The concept of settler-colonialism is emphasized throughout the poem, in everything from talking about how Christians invented sin, to the way the speaker and their friends behave as "heathens". It is clear that the speaker does not feel guilty for their actions, not even for losing days in a bar playing pool and drinking. However, there is a clear, overarching theme that the speaker does these things to oppose the settler-colonialist narrative of their people being conquered and their dancing and excitement making them heathens.
This is a poem about rebellion. The speaker's actions throughout the poem, including the drumming, drinking, and arguing all demonstrate a feeling of obstinance and a heart of fire that carries the speaker throughout the rest of their life, as they say in line 13 that even 40 years later, they still are searching for justice.
Some notable literary devices within the 2017 version of "An American Sunrise" include enjambment, metaphor, and alliteration. These literary devices and their roles in the poem are further discussed below:
"An American Sunrise" is filled with enjambment. Enjambment is when a line or sentence continues beyond the normal usages of grammar and punctuation, transitioning between line breaks and stanzas with no pause in the sentence structure. "An American Sunrise" has enjambment in every line except lines 2, 3, and 12. This allows the poem to push the reader along the lines, not stopping to give them too much pause or time to absorb the text that they're reading. This can make the poem flow quickly, and gives Joy Harjo control over which aspects of the poem she wants to emphasize with a long pause at the end of a line.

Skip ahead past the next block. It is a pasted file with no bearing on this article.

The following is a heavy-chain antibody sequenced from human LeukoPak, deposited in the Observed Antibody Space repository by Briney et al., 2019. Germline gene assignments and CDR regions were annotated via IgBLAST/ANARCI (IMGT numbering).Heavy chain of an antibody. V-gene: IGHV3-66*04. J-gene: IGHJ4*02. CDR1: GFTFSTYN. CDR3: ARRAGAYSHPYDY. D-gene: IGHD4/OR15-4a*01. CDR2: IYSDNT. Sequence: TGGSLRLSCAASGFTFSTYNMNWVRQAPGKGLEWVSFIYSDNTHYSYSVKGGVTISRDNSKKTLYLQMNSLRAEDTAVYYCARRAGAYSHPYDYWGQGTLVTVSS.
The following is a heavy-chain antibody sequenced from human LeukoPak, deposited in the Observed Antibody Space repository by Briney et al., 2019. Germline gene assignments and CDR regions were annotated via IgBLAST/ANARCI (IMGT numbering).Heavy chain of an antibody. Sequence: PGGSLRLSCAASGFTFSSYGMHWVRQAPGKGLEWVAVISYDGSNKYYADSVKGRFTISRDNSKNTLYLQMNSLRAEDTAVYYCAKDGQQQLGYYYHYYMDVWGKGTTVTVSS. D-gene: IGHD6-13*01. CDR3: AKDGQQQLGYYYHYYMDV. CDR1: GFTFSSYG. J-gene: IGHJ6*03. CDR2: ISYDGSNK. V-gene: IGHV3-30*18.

There are many metaphors in "An American Sunrise", allowing Harjo to leap from idea to idea and between time periods because the poem is not stuck in a linear format. Figurative language such as metaphor and simile can allow the writer to leap from moment to moment, as well as illustrate vivid images. One of the most prominent metaphors in "An American Sunrise" is the end of the poem when the speaker says "We / know the rumor of our demise. We spit them out" (lines 13-14). This metaphor is one of rebellion and opposition to the forces that would seek to conquer the Native American population. The speaker does not actually spit rumors out, but figuratively Native American people will not resign themselves to the trajectory of demise for their people.